Japheth Omojuwa believes the local media houses weren’t doing enough: “really and truly, they are now getting on the issue but only because social media and the foreign media kept it on the front burner”.
But a mere feature on National dailies could only go so far. It was time to take things to the streets. And so the rallies began:
— ilemori olusegun (@ILESCO981) May 1, 2014
— Karo (@Karovoni) May 1, 2014
— Larry||crea8iv edge (@LarryMcAmusan) April 30, 2014
— Godman Akinlabi (@PGeeman) April 30, 2014
— Bashir Dabo (@Bashir_Dabo) May 1, 2014
— #Citizen Olatunji (@ola2njee) May 1, 2014
The international community was not left out
— Bringbackourgirls (@rescueourgirls) May 2, 2014
— Fatima Manji (@fatimamanji) May 3, 2014
— IQ4News (@IQ4News) May 4, 2014
— JJ. Omojuwa (@Omojuwa) May 4, 2014
Still there was silence from the government. And local media houses appeared to do more of reporting than leading the conversation.
This was CNN’s cue….
— Isha Sesay (@IamIshaSesay) May 2, 2014
— Jim Clancy (@ClancyReports) May 3, 2014
Finally, some reaction from the Government?
— Vanguard Newspapers (@vanguardngrnews) May 3, 2014
Maybe too little too late?
Patience Jonathan DOES NOT NEED to protest. Whose attention is she protesting for? The President? Aren't they still married? Yeye!
— JJ. Omojuwa (@Omojuwa) May 3, 2014
However President Jonathan finally broke his silence yesterday during the Presidential Media Chat, where he entertained questions from selected members of press. While Nigerians were happy to finally hear from the president, the general opinion was that his answers were unsatisfactory.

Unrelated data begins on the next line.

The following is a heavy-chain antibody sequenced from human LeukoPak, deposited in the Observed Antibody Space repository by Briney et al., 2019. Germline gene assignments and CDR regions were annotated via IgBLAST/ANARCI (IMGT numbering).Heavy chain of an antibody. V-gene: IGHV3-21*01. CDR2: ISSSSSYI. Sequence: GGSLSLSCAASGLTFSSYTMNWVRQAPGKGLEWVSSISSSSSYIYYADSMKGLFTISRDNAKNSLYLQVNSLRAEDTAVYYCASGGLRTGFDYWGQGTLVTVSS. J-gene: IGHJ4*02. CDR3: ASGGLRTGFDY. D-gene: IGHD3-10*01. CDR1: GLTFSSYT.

Twitter has obviously had a huge role to play in this cause of finding the missing girls. Nigerians have been motivated to move from armchair critics to true activists. But has it been enough?
“What can be done offline is being done. All we need to do is make it more effective. While we hit the streets, we must knock on the doors of those people whose responsibility it is to keep our people safe. Whatever we do, we must be wary of the evil elements in our midst and understand that this is not just about the girls, it is about every child in Nigeria. To let them know we care as a people, that as a country we will always care about the issues that matter to them” – Japheth Omojuwa
Meanwhile, online or offline, Twitter continues to lead the conversation
— EiE Nigeria (@EiENigeria) May 5, 2014